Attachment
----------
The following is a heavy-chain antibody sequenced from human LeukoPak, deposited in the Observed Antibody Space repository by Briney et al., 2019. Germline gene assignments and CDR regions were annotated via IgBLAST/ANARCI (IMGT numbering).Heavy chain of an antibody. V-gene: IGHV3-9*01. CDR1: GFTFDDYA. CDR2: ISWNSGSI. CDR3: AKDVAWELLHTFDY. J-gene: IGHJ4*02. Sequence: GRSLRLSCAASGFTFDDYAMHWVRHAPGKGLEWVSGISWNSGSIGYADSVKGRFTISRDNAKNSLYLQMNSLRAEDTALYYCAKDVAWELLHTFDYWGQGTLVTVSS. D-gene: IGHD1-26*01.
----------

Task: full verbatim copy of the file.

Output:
The following is a heavy-chain antibody sequenced from human LeukoPak, deposited in the Observed Antibody Space repository by Briney et al., 2019. Germline gene assignments and CDR regions were annotated via IgBLAST/ANARCI (IMGT numbering).Heavy chain of an antibody. V-gene: IGHV3-9*01. CDR1: GFTFDDYA. CDR2: ISWNSGSI. CDR3: AKDVAWELLHTFDY. J-gene: IGHJ4*02. Sequence: GRSLRLSCAASGFTFDDYAMHWVRHAPGKGLEWVSGISWNSGSIGYADSVKGRFTISRDNAKNSLYLQMNSLRAEDTALYYCAKDVAWELLHTFDYWGQGTLVTVSS. D-gene: IGHD1-26*01.